In “Get Out,” Peele created a creepy, eerily effective reality-adjacent world in which racial animus and envy played out against “Stepford”-like perfection. In “Us,” the setting is a more recognizable present-day America, in which a happy, well-adjusted family is thrust into existential battle with mysterious, suddenly ubiquitous forces. Lupita Nyong’o and Winston Duke play Adelaide and Gabe Wilson, who with their kids Zora and Jason (Shahadi Wright Joseph, Evan Alex) plan to spend a week or two at the family beach house in Santa Cruz, Calif. Gabe and the kids are excited — he just bought a boat and they can’t wait to hit the beach — but Addie is bothered by a creeping sense of unease she can’t shake, even when they meet up with their friends Josh and Kitty (Tim Heidecker, Elisabeth Moss). Usually a luminous, delicate presence on-screen, Nyong’o here is hooded and wary, her jumpy movements and mistrustful glances darting out from under a curtain of twisted ringlets in her hair. Her entire physicality is one of worry and foreboding, an air of impending doom that is telegraphed by a man carrying a “Jeremiah 11:11” sign in the film’s disquieting prologue.
Thanks to that opening sequence, a flashback to a traumatic event in Addie’s youth, viewers have a dim sense of what’s bugging her. But it isn’t until four strangers invade the Wilsons’ cozy getaway that the truth is revealed. Taking a page from “The Invasion of the Body Snatchers” here and the current “Purge” franchise there, Peele creates a tense, terror-filled domestic drama that becomes more brutal and bone-shattering as its life-and-death story unravels. As in “Get Out,” he proves as adept with goofy jokes as in stoking fear. In “Us,” however, the balance is far more in favor of blood and gore, with the humor showing up as brief, albeit sharply effective, trace elements.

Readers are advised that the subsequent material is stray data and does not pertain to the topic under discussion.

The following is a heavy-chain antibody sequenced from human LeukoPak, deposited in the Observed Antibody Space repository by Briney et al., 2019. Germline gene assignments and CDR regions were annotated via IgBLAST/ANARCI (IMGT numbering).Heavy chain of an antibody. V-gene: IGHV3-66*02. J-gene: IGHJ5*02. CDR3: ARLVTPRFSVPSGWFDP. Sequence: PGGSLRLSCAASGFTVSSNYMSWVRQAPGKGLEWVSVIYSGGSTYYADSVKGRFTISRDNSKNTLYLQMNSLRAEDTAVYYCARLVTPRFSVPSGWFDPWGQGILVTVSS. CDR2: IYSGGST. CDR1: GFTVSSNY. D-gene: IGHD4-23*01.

All by way of saying that the audience’s enjoyment of “Us” is far more dependent on their love of scary movies than on pointed satire, which “Get Out” blended with such elegant finesse. Peele still wants to work out serious ideas in this movie — about inequality, materialism, envy and disenfranchisement — but they’re far more bluntly expressed. Both simplistic and overcomplicated, “Us” depends on some of horror’s most hackneyed cliches and gaps in logic — by now, shouldn’t all movie characters know never to go back into the house and to always stay together? — as well as a few windy speeches explaining why bizarre things keep happening. The viewer begins to wish that Peele had given his script one more pass, either to pare it down or beef it up.
As it stands, “Us” turns out to be an uneven, if intriguing, affair, one that engages a current pop culture interest in doubles (“Orphan Black,” “Counterpart”) and parallel universes (“Westworld”). Peele loads his movie with recurring motifs, not only in the form of that biblical quote, but also spiders and rabbits (so many rabbits). The symbolism is far from the most interesting thing about the film, though, and it ultimately collapses under the metaphorical weight.
Much more compelling are the performances, which are consistently excellent throughout “Us,” from Duke’s bearish sweetness to Moss and Heidecker’s hammily enjoyable turn as a bickering couple from hell. One of the film’s chief weaknesses is that there isn’t more interaction between the two couples. But it’s Nyong’o who is most memorable and astonishing in “Us,” delivering a strange, mannered performance whose weirdest details become clearly motivated once Addie’s complicated history comes to light. Watchful one moment, monstrous the next, Nyong’o is a force of nature throughout a film that suggests the doppel-apocalypse is right under our collective nose. Full disclosure: “Us” gave me real-life nightmares, a testament to Peele’s ability to illuminate the deepest and most dangerous shadow material of the American Dream.
R. At area theaters. Contains violence, terror and crude language. 116 minutes.